Common pitfalls when relocating staff overseas – and how to avoid them
6 min read
30 March 2016
When it comes to expanding your business overseas, simply finding or transferring the right staff isn’t the only consideration. Relocating to a new country is a life-change for an employee, and supporting them through this process is vital in ensuring that they perform to the best of their ability, and stay in the role.
Having helped businesses place thousands of candidates in roles across the globe, we’ve seen the challenges with overseas recruitment, and the mistakes made by employers that can lead to an early exit. So here are the common pitfalls and how you can avoid them.
Just because an employee has worked overseas before, don’t assume that they’ll naturally slot into life at their new base. As we’re in aviation, we place many candidates – such as pilots and cabin crew – in different countries. It’s sometimes assumed by employers that the nature of the role means that the candidate will be well-versed in travelling and therefore won’t need much support when moving to a new role in a different country.
The same can be said for the oil and gas industry and some manufacturing businesses where relocation is the norm. However, every country comes with its own cultural considerations, language and way of living. Therefore the biggest mistake is assuming that just because an employee settled into a role in one country, that they’ll be able to do the same in another.
(2) Forgetting the bigger picture
When sending an employee overseas, it’s not just the individual that will be affected. It will change the lives of their entire family. So factors such as children’s schooling, language barriers and whether or not there is an expat community, will play a part in their decision. While a business may not necessarily need to arrange schooling for the employee’s children, they should certainly be on hand to provide some guidance on these matters.
Read more articles about having staff overseas:
- Avoiding the pitfalls of engaging employees overseas
- A guide on seconding UK-based employees to Asia
- Avoiding the pitfalls of terminating employees overseas
(3) Forgetting the little things
While focussing on the bigger picture, business can fall foul of ignoring the small but crucial considerations when it comes to overseas hiring. The factors that commonly slip the net are:
- Availability of suitable accommodation in suitable areas;
- Checking that the accommodation has everything that the employee needs from the get-go;
- Transportation – not just to and from the airport, but how they’ll get to work on their first day!
- Healthcare provision and/or insurance to cover accidents and emergencies;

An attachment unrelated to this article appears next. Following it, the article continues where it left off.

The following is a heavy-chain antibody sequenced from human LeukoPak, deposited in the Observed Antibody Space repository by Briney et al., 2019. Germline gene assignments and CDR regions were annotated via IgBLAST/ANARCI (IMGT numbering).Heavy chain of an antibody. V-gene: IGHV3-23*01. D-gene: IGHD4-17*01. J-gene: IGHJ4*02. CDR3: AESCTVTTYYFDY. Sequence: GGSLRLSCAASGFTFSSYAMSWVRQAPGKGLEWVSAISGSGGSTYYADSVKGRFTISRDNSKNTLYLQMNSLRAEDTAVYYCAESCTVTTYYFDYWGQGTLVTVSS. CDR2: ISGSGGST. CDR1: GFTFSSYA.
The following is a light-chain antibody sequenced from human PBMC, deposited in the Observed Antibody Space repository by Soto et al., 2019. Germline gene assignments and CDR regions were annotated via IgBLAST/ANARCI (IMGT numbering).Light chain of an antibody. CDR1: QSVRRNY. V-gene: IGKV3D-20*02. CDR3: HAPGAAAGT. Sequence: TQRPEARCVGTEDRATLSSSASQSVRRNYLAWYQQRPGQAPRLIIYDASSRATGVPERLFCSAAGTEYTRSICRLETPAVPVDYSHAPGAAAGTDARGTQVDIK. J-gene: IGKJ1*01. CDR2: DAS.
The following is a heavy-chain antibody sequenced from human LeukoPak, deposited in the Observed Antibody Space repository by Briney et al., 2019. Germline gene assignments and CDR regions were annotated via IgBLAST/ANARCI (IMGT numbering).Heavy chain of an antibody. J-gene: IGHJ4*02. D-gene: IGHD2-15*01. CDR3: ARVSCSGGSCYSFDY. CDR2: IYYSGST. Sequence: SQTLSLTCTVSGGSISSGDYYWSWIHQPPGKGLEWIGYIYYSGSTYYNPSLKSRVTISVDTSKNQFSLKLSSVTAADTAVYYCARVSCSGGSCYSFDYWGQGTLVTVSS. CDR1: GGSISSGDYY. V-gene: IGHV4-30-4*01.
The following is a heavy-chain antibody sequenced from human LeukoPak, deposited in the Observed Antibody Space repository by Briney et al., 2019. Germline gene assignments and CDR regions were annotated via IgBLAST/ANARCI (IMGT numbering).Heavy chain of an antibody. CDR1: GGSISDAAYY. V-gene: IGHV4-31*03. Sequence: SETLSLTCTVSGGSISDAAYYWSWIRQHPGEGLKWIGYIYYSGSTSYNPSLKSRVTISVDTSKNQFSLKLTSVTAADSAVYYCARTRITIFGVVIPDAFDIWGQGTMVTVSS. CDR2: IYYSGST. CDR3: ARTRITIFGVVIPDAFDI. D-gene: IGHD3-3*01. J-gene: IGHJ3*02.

- Local customs (dos and don’ts); and
- Personal security, which is a key issue in many countries.
We’ve seen employees arrive in their company apartment to find there is no bedding and no cooking utensils, because someone forget to sort this out. It does not go down well! Employers can’t expect their staff to know (or arrange) any of the above. It needs careful handling by the business.
(4) Not doing your research
All of the above issues are often caused by one key error, a lack of research and preparation on the part of the employer. Just as businesses take their time to find the right candidate to place overseas, they should devote as much time to researching the country they will be placing their employee. This will help alleviate any concerns, and make for a smoother relocation. Without adequate research and preparation, employees can lose confidence before the move and get cold feet. They may even pull out of the role, which would cause and even bigger resourcing headache for the business.
Alternatively, the employee may make the move and feel dumped or isolated by the company and leave shortly afterwards. As well as preparing the employee, it’s up to businesses to check in on them and to ensure that they are settling in to their new location.
So those are the pitfalls to avoid… now here’s what you can do to ensure a smooth relocation.
Put yourself in the employee’s shoes and mentally step through everything they might go through during their first week in country. Write it up in a list – then turn this into a series of actions to arrange or check. Share this list with the employee, to boost their confidence in making the move – and act as a guide on what to expect.
If possible, send someone to check all of these things in person (particularly if placing multiple people in the same location.) It is definitely worth it. If this isn’t possible, you can find a company to act as your local rep.
While these actions take time, commitment and investment, it will be worth it in the long run when you have a committed, motivated and engaged employee who can help support and build your business outside the UK.
Sam Sprules is a director at AeroProfessional.